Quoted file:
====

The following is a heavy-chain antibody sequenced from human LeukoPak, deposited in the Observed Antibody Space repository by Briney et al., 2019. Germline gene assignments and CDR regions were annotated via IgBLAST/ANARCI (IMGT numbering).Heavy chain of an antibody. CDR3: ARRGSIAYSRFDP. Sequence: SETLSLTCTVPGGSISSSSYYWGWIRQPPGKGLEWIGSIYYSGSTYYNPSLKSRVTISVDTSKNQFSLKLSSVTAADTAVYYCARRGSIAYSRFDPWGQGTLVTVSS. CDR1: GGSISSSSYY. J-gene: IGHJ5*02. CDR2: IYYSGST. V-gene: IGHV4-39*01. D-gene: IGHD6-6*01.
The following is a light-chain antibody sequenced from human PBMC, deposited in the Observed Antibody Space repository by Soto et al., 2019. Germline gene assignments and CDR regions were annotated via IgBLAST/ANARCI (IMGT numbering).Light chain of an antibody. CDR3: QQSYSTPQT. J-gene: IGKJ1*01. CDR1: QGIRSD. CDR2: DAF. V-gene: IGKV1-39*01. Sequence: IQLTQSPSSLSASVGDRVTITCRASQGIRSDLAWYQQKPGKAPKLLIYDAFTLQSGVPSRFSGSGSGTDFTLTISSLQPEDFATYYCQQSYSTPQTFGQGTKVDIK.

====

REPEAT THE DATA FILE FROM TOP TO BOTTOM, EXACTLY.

The following is a heavy-chain antibody sequenced from human LeukoPak, deposited in the Observed Antibody Space repository by Briney et al., 2019. Germline gene assignments and CDR regions were annotated via IgBLAST/ANARCI (IMGT numbering).Heavy chain of an antibody. CDR3: ARRGSIAYSRFDP. Sequence: SETLSLTCTVPGGSISSSSYYWGWIRQPPGKGLEWIGSIYYSGSTYYNPSLKSRVTISVDTSKNQFSLKLSSVTAADTAVYYCARRGSIAYSRFDPWGQGTLVTVSS. CDR1: GGSISSSSYY. J-gene: IGHJ5*02. CDR2: IYYSGST. V-gene: IGHV4-39*01. D-gene: IGHD6-6*01.
The following is a light-chain antibody sequenced from human PBMC, deposited in the Observed Antibody Space repository by Soto et al., 2019. Germline gene assignments and CDR regions were annotated via IgBLAST/ANARCI (IMGT numbering).Light chain of an antibody. CDR3: QQSYSTPQT. J-gene: IGKJ1*01. CDR1: QGIRSD. CDR2: DAF. V-gene: IGKV1-39*01. Sequence: IQLTQSPSSLSASVGDRVTITCRASQGIRSDLAWYQQKPGKAPKLLIYDAFTLQSGVPSRFSGSGSGTDFTLTISSLQPEDFATYYCQQSYSTPQTFGQGTKVDIK.